|NOTE: 'N5FC' is my former call. |
This project was constructed while that call was valid, and you may observe references to it.
I needed a simple portable ground plane for the local ARES Y2K deployment, where I would be stationed at one of the local fire stations. The building had a flat asphault roof, about 15 feet up, and I wanted to use my 2-meter 5/8-wave magnetic-mount whip. I needed something in a hurry, and I also wanted something that was portable enough to put in my suitcase when I traveled on business, so I could use my 1/4-wave mag-mount in my hotel room.
The pictures which follow depict the results of my efforts.
I used a very shallow 4" junction box cover (at least, I guess that's what it is) as the mag-mount base. As you can see from the pictures, it's about 4 inches in diameter, and 1/2" deep. Perfect for mounting a mag-mount antenna, and readily available for about $1 from your local hardware store or electrical supplier. While I was there, I also bought (2) 36" lengths of 10-32 threaded rod (the thread doesn't really matter). The threaded rods would comprise the radial elements of the ground plane. Cutting them in half and deburring the cuts with a hand file, I ended up with (4) 18" lengths of threaded rod. I drilled 4 holes (equidistantly spaced) in the perimeter of the junction-box cover, so that the threaded rods could be mounted radial using two nuts and two external-tooth-washers on each rod. What I ended up with is a 4-radial ground-plane that can easily be taken apart and transported compactly. I later expanded it to 8 radials, with a slight improvement in SWR (and hopefully some improvement in radiation efficiency).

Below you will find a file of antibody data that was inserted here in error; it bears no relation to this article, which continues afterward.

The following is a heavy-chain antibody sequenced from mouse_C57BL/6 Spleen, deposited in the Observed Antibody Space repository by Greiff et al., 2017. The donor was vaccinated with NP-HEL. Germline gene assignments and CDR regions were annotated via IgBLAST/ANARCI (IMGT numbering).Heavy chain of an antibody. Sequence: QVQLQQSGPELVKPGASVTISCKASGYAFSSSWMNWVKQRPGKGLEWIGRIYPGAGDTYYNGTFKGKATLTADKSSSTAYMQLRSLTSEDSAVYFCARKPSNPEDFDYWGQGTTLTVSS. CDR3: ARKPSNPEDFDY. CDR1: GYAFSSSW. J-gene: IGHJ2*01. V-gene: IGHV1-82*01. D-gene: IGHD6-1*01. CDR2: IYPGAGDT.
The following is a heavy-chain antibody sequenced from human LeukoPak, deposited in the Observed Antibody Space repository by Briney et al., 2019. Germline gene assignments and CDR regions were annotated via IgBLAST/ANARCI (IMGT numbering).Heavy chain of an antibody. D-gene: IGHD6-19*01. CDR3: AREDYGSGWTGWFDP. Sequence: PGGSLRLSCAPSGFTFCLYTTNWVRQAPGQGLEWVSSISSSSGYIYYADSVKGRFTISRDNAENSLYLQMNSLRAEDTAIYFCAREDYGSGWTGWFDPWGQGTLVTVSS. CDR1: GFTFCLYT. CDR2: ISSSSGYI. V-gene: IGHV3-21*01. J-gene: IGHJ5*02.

When tested with my 2-meter HT and VHF wattmeter at 147.0 MHz, my 5/8 wave mag mount shows 1.05:1 SWR mounted on the roof of my car. When mounted on the 4-radial portable ground plane (described above), the same antenna shows 1.15:1 SWR. When 8 radials are used instead of 4, the SWR improves to 1.10:1.
The ground plane as described should as easily be used on 220 or 440 MHZ without modification, although if you use it only on those bands, you could save some real-estate by by shortening the radials. Keep in mind that it's important to get good solid electrical continuity between the center mount (i.e., the junction-box cover) and the radials.
I throw the whole she-bang in my suitcase or my duffle bag when traveling, re-assemble it at my hotel room, and get much better performance than I would with just my rubber-ducky or my mag-mount antenna without a ground plane.
Be sure to check out the following images, sized for smaller or larger screens:
Visit our regular (non-ham, but very popular) homepage